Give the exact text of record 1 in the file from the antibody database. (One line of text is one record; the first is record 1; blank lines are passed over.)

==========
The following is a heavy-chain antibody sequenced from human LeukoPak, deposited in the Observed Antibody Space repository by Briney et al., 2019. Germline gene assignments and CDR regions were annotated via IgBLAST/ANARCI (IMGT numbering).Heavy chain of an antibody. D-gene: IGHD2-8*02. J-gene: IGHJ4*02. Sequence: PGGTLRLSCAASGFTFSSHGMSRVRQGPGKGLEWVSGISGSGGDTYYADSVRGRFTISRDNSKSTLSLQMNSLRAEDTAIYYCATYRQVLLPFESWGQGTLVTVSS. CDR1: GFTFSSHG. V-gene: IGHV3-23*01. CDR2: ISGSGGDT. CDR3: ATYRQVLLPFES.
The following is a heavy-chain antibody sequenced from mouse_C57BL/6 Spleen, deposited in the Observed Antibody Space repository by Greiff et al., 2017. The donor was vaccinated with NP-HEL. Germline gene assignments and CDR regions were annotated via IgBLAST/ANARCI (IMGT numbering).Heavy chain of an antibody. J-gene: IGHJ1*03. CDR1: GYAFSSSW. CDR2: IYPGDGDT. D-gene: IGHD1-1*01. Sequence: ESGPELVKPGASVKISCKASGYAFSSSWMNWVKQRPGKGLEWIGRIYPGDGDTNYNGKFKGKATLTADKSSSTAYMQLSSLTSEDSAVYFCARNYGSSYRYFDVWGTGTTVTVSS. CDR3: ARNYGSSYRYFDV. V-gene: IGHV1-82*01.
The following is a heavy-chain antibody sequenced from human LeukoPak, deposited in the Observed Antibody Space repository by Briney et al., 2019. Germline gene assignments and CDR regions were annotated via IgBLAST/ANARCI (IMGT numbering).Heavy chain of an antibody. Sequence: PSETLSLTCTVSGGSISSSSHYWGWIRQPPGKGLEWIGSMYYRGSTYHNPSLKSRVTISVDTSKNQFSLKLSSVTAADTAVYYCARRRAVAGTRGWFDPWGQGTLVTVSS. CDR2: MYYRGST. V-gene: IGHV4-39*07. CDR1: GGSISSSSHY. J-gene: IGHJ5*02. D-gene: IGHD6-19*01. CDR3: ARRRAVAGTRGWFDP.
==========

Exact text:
The following is a heavy-chain antibody sequenced from human LeukoPak, deposited in the Observed Antibody Space repository by Briney et al., 2019. Germline gene assignments and CDR regions were annotated via IgBLAST/ANARCI (IMGT numbering).Heavy chain of an antibody. D-gene: IGHD2-8*02. J-gene: IGHJ4*02. Sequence: PGGTLRLSCAASGFTFSSHGMSRVRQGPGKGLEWVSGISGSGGDTYYADSVRGRFTISRDNSKSTLSLQMNSLRAEDTAIYYCATYRQVLLPFESWGQGTLVTVSS. CDR1: GFTFSSHG. V-gene: IGHV3-23*01. CDR2: ISGSGGDT. CDR3: ATYRQVLLPFES.